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In Europe’s quest for alternative energy sources to reduce its ever growing consumption of coal, a new EU research consortium, known as AccliPhot, has been created. Based at the University of Aberdeen it is researching the potential of using seawater as a source of biofuel.
The basic concept is not a new one. Sweater will be used to grow microalgae, which can then be converted into algae biofuel.
Traditional algae farming is highly water intensive meaning that water scarcity quickly becomes a problem. Using seawater clearly avoids this problem as it can be found in any coastal region in abundance.
Related article: Marginal Lands: Unfit for Food Crops, but Perfect for Biofuel Plants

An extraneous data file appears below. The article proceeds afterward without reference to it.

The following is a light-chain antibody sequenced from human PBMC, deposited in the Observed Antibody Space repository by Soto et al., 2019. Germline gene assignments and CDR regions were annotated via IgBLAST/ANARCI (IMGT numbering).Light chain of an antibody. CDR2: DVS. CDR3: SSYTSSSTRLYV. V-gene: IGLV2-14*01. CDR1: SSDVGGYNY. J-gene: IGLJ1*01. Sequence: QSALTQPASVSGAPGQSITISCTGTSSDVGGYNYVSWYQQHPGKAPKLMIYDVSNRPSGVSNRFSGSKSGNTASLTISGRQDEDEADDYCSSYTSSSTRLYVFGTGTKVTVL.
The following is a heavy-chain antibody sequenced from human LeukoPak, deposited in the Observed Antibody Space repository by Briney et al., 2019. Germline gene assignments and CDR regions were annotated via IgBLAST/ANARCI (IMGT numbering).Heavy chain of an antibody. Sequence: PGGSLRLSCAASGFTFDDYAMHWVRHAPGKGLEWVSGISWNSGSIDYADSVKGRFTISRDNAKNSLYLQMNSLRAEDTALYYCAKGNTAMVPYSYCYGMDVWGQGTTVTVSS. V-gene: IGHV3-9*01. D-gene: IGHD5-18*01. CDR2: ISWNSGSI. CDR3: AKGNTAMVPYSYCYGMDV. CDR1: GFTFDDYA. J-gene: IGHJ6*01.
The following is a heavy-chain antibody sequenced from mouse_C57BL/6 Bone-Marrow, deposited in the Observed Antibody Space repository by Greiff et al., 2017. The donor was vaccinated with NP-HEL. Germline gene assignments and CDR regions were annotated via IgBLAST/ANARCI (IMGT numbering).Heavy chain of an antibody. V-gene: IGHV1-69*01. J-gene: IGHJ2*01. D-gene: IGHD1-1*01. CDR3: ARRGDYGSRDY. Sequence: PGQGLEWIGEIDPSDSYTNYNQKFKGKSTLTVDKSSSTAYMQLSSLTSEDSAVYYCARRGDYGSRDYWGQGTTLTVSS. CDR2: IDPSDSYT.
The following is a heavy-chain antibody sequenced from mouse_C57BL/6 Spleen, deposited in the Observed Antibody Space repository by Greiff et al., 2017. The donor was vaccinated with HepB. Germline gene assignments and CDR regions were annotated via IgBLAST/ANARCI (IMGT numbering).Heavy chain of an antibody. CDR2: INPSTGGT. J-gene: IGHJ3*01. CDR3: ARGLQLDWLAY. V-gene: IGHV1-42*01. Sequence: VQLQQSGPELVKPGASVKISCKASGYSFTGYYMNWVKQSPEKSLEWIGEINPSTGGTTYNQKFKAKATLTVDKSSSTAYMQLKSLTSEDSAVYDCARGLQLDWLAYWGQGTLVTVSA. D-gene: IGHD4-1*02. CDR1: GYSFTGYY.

The US has also spent time researching growing algae using seawater, and the California-based Aurora Biofuels has developed a large demonstration of growing algae in open saltwater ponds in Australia. Unfortunately this technique shifts the problem of water scarcity to one of land use issues as vast open ponds must be dug to grow the algae.
AccliPhot hopes to avoid this problem by cultivating the algae in bioreactors which resemble large vats and can be situated in any derelict industrial properties or unused land space.
Dr. Oliver Ebenhoeh, one of the researchers at the University of Aberdeen, stated that this new technique was generated due to the “need to find efficient ways of supplying our energy demand in a way that doesn’t compete for valuable resources like arable land or fresh water…Cultivating algae using water that can’t be used for irrigation, like salt water or brackish water, makes sense because it’s so vast – it’s all around us and there’s no competition to use the land to grow other things.”
By. Joao Peixe of Oilprice.com
Joao is a writer for Oilprice.com